It’s about the community. It’s about friendship. It’s about being able to hang out with a like-minded crowd without fear of being judged for who we are or what we like (Unless it’s Highlander 2. But we judge with love.). The reason I saw relatively little programming was that I spent most of my time at the bar, meeting new people. We talked literature, politics, gaming, comics, science, academics, conrunning, languages, beer, history, and everything else with people from a dozen countries. We had fun together. There was karaoke, and a chocolate tasting, and we all bought bags of books without even denting the selection at the Alvarfonden book sale. I ended up with a folder full of Swedish filk and a bottle of twelve-year-old ouzo from a Swedish fan fund auction. It’s kinda like Callahan’s Crosstime Saloon, except in real life (and I’m suddenly struck by the suspicion that in fact, it may be the other way around). A lot of the online discussion within fandom has these past couple of days been less than happy, and Archipelacon was a helpful and welcome affirmation that there’s a real reason why we’re doing all this. To quote the Fan Guest of Honour Jukka Halme of Finncon 2014: “Fandom is love.”

My book haul. And this was cheap. Photo by Jukka Särkijärvi.

My book haul. And this was cheap. Photo by Jukka Särkijärvi.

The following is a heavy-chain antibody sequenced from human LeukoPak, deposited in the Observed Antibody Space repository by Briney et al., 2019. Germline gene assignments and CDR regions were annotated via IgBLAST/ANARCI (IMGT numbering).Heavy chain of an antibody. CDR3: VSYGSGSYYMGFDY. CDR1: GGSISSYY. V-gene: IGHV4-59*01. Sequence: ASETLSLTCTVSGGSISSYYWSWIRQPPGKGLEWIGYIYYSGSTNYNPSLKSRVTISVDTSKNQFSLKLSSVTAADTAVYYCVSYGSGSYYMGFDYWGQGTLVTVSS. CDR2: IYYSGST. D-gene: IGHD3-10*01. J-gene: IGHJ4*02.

Finncon 2014, Part II: The Obligatory Literary Snobbery

Continuing from my previous post, this is a sort of appendix about my thoughts on the Hugo fiction categories. Quite a few of them are available online, and links have been supplied.

The panel. Note my thousand-yard stare from reading a million words of Wheel of Time in the space of two months. Photograph © Johan Anglemark.

From left to right, Tommy Persson, Marianna Leikomaa, Jukka Halme, yours truly, and Carolina Gómez Lagerlöf. Note my thousand-yard stare from reading a million words of Wheel of Time in the space of two months. Photograph © Johan Anglemark.

I tried to read all the material before the panel. I got everything else done but had to give up on Wheel of Time after the fifth book. I simply cannot see the appeal of the series, and I object to the length. I think that in a novel, the first 300 pages are free. That’s a good length for a novel. It may suck, but it’s a decent pagecount and whatever else its successes or failings, will not feel too long. After that, though, you have to earn every page with something more than just “entertaining”. You need to have themes, depth, ideas, beautiful prose, something to bring it meaning. Neal Stephenson can pull it off. Eleanor Catton can pull it off. Umberto Eco, George R.R. Martin, Thomas Pynchon, and yes, J.R.R. Tolkien himself can pull it off. Should Hannu Rajaniemi someday be possessed by the imp of the perverse and pen an 800-page doorstopper, I am sure he would pull it off and look good doing it. Robert Jordan did not, in his first five novels, even remotely pull it off. The length of the series is respectable, yes, but apart from the distinction of numbering among the longest works of literature ever written, it doesn’t really bring anything new to the table. There’s your Chosen One, complete with whining about his destiny, your Prophecy, your guiding Obi-Wan dudes, your orcs and your Dark Lord and your plot coupon collection. To top it off, it’s so damn humourless. David Eddings told the same story, but he only took five to three novels per telling and he could be funny when he tried.